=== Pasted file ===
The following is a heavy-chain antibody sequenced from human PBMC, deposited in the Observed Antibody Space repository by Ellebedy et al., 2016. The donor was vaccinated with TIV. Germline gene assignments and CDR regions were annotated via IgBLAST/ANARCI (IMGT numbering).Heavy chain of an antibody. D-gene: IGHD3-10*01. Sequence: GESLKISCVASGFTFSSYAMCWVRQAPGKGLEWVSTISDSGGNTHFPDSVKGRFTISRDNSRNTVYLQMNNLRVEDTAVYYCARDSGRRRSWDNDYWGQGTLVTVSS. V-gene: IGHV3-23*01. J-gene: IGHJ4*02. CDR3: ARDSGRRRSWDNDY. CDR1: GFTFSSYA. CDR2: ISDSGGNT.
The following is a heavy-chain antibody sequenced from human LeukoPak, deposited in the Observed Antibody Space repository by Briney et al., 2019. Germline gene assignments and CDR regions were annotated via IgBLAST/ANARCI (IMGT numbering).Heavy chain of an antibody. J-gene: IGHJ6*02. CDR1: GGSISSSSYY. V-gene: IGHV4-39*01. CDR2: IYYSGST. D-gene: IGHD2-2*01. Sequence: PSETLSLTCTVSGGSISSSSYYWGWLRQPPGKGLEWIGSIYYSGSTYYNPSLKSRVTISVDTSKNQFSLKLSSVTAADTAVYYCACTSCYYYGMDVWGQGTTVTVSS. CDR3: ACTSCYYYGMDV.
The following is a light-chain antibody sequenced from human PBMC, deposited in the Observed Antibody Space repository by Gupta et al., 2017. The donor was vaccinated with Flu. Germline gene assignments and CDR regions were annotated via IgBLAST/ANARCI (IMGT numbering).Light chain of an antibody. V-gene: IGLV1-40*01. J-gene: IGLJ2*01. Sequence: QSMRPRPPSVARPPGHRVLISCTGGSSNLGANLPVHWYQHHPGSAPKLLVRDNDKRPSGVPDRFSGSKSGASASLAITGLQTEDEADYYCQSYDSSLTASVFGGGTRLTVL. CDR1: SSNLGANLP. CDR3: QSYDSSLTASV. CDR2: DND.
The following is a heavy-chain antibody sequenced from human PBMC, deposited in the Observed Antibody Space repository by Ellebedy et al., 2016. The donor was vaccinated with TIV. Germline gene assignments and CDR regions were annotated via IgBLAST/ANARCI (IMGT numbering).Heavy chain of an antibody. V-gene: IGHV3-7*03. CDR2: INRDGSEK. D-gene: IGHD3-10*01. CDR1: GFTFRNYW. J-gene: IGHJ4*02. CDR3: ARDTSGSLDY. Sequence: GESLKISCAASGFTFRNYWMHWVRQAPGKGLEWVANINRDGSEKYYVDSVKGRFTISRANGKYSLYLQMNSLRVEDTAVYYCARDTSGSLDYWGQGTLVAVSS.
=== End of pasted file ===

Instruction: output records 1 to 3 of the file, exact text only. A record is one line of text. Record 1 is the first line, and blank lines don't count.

The following is a heavy-chain antibody sequenced from human PBMC, deposited in the Observed Antibody Space repository by Ellebedy et al., 2016. The donor was vaccinated with TIV. Germline gene assignments and CDR regions were annotated via IgBLAST/ANARCI (IMGT numbering).Heavy chain of an antibody. D-gene: IGHD3-10*01. Sequence: GESLKISCVASGFTFSSYAMCWVRQAPGKGLEWVSTISDSGGNTHFPDSVKGRFTISRDNSRNTVYLQMNNLRVEDTAVYYCARDSGRRRSWDNDYWGQGTLVTVSS. V-gene: IGHV3-23*01. J-gene: IGHJ4*02. CDR3: ARDSGRRRSWDNDY. CDR1: GFTFSSYA. CDR2: ISDSGGNT.
The following is a heavy-chain antibody sequenced from human LeukoPak, deposited in the Observed Antibody Space repository by Briney et al., 2019. Germline gene assignments and CDR regions were annotated via IgBLAST/ANARCI (IMGT numbering).Heavy chain of an antibody. J-gene: IGHJ6*02. CDR1: GGSISSSSYY. V-gene: IGHV4-39*01. CDR2: IYYSGST. D-gene: IGHD2-2*01. Sequence: PSETLSLTCTVSGGSISSSSYYWGWLRQPPGKGLEWIGSIYYSGSTYYNPSLKSRVTISVDTSKNQFSLKLSSVTAADTAVYYCACTSCYYYGMDVWGQGTTVTVSS. CDR3: ACTSCYYYGMDV.
The following is a light-chain antibody sequenced from human PBMC, deposited in the Observed Antibody Space repository by Gupta et al., 2017. The donor was vaccinated with Flu. Germline gene assignments and CDR regions were annotated via IgBLAST/ANARCI (IMGT numbering).Light chain of an antibody. V-gene: IGLV1-40*01. J-gene: IGLJ2*01. Sequence: QSMRPRPPSVARPPGHRVLISCTGGSSNLGANLPVHWYQHHPGSAPKLLVRDNDKRPSGVPDRFSGSKSGASASLAITGLQTEDEADYYCQSYDSSLTASVFGGGTRLTVL. CDR1: SSNLGANLP. CDR3: QSYDSSLTASV. CDR2: DND.